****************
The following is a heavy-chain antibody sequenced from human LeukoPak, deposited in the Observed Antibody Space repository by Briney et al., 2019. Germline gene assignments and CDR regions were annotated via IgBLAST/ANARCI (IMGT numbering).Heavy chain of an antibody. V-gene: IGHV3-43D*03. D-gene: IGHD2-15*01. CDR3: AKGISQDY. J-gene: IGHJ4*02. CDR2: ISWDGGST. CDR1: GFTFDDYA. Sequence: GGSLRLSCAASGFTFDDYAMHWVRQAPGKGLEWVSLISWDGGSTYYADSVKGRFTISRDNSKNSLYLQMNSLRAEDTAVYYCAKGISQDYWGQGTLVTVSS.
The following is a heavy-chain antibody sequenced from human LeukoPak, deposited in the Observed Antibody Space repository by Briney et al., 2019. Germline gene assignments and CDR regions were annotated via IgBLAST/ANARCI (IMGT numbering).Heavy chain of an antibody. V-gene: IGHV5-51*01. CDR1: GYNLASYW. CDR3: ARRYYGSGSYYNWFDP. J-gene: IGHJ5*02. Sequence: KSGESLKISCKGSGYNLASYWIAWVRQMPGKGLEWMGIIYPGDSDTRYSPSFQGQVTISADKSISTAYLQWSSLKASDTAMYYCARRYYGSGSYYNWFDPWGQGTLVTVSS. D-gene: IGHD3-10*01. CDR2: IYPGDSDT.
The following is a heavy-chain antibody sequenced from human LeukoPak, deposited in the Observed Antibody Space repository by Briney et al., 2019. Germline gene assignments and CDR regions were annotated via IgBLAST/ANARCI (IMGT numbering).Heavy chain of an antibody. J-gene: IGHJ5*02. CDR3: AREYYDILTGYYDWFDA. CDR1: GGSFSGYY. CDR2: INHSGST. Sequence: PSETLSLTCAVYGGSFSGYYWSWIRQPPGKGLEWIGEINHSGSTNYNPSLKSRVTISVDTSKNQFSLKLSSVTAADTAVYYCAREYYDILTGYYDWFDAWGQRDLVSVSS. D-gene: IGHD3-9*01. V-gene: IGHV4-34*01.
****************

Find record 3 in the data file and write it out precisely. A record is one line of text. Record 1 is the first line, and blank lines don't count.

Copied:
The following is a heavy-chain antibody sequenced from human LeukoPak, deposited in the Observed Antibody Space repository by Briney et al., 2019. Germline gene assignments and CDR regions were annotated via IgBLAST/ANARCI (IMGT numbering).Heavy chain of an antibody. J-gene: IGHJ5*02. CDR3: AREYYDILTGYYDWFDA. CDR1: GGSFSGYY. CDR2: INHSGST. Sequence: PSETLSLTCAVYGGSFSGYYWSWIRQPPGKGLEWIGEINHSGSTNYNPSLKSRVTISVDTSKNQFSLKLSSVTAADTAVYYCAREYYDILTGYYDWFDAWGQRDLVSVSS. D-gene: IGHD3-9*01. V-gene: IGHV4-34*01.